Schools mark birthday of magical Dr. Seuss
No one ate green eggs and ham for breakfast, but lucky students in two Southwest Brooklyn schools got the chance to enjoy the work of the famous Dr. Seuss, thanks to their teachers and some special guests.
Dr. Seuss, whose real name was Theodor Geisel, was born on March 2, 1904, and at P.S. 127 in Bay Ridge, they didn’t just take one day to mark what would have been his 112th birthday. The school celebrated for an entire week! The administration called the week of Feb. 29-March 4 “Dr. Seuss Spirit Week” and invited parents to join the fun.
Capping off the week-long event was Family Friday Pajama Day on March 4, when the students welcomed state Sen. Marty Golden, Councilmember Vincent Gentile and Laurie Windsor, president of the School District 20 Community Education Council, all of whom had a great time reading Dr. Seuss books aloud to children.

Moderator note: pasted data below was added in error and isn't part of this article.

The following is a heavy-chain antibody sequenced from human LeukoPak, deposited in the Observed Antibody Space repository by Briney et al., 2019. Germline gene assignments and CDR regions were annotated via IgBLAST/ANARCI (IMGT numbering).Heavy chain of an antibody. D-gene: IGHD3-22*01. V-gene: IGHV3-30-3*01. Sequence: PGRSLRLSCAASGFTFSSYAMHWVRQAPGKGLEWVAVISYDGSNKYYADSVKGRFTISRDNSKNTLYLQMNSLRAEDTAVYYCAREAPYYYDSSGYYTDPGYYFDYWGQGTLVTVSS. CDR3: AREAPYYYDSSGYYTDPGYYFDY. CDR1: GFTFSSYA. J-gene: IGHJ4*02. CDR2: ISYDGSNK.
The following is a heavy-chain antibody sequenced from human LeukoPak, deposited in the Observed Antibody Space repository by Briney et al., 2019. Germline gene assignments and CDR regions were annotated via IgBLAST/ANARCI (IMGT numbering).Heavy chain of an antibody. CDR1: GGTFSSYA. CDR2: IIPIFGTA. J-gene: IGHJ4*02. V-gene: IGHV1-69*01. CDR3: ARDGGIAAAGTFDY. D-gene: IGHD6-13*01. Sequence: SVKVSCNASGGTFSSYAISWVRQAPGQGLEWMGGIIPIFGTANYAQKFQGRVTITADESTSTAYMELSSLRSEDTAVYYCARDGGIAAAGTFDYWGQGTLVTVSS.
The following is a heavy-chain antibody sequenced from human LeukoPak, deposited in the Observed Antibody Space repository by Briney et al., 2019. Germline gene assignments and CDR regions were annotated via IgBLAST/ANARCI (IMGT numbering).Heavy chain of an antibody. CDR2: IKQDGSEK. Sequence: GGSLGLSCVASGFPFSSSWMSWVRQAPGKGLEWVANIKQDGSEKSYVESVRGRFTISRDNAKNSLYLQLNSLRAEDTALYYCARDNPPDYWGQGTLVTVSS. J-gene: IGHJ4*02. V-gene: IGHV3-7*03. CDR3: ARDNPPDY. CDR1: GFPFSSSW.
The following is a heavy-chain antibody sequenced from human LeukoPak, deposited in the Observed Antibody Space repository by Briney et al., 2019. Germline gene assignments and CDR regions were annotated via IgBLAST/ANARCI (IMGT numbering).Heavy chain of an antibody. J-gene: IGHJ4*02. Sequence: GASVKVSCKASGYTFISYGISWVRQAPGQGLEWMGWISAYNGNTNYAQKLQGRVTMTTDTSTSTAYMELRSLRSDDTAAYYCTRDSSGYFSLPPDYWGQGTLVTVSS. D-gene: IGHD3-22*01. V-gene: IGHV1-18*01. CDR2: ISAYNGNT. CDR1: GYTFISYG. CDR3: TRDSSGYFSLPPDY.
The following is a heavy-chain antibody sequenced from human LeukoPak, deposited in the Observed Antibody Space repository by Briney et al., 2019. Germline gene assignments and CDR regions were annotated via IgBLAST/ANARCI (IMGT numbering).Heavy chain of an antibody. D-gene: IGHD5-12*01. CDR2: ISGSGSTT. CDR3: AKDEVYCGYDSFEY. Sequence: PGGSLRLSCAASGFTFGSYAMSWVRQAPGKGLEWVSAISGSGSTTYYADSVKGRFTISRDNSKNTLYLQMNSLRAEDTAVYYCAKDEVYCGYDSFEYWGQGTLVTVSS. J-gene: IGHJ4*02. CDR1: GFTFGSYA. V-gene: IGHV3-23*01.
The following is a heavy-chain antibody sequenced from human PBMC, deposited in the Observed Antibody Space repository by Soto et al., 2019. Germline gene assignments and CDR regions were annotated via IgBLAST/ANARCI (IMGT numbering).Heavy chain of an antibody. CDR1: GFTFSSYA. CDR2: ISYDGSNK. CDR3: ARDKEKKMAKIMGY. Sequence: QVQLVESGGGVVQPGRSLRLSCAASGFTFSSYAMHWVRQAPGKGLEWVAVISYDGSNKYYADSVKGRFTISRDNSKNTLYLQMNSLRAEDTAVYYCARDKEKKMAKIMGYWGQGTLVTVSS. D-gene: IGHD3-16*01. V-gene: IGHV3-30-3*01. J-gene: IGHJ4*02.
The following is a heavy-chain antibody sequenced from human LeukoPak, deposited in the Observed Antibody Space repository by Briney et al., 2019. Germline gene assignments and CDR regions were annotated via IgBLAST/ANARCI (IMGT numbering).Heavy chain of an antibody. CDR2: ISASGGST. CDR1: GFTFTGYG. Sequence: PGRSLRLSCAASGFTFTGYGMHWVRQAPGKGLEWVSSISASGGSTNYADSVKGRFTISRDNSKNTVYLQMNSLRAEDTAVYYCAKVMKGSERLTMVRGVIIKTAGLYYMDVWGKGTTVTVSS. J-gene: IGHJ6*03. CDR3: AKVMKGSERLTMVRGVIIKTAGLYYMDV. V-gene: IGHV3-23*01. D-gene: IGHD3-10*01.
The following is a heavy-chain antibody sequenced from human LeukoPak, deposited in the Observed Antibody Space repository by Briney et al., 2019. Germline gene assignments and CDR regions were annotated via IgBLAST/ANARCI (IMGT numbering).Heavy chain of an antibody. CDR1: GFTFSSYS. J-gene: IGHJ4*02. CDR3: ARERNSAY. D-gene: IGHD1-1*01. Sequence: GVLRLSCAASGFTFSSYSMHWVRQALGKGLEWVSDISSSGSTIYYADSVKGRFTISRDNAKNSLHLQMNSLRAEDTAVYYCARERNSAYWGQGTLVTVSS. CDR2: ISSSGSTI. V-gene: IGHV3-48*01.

Dr. Seuss wrote more than 40 books for children, including “Horton Hears a Who” (1955), “The Cat in the Hat” (1957), “How the Grinch Stole Christmas” (1957) and “Green Eggs and Ham” (1960). All of his books featured memorable, colorful drawings and playful rhyming verses. He sold more than 500 million books and is credited with helping generations of American children to learn to read. Geisel died of cancer on Sept. 24, 1991.
His rich legacy was also celebrated at P.S. 186 in Bensonhurst, where John Quaglione, Golden’s deputy chief of staff, read “Ten Apples Up On Top” aloud to a class.
“It was a fun time,” Quaglione told the Brooklyn Eagle. Quaglione, the father of two small children, has been coming to P.S. 186 for three years to read to students.
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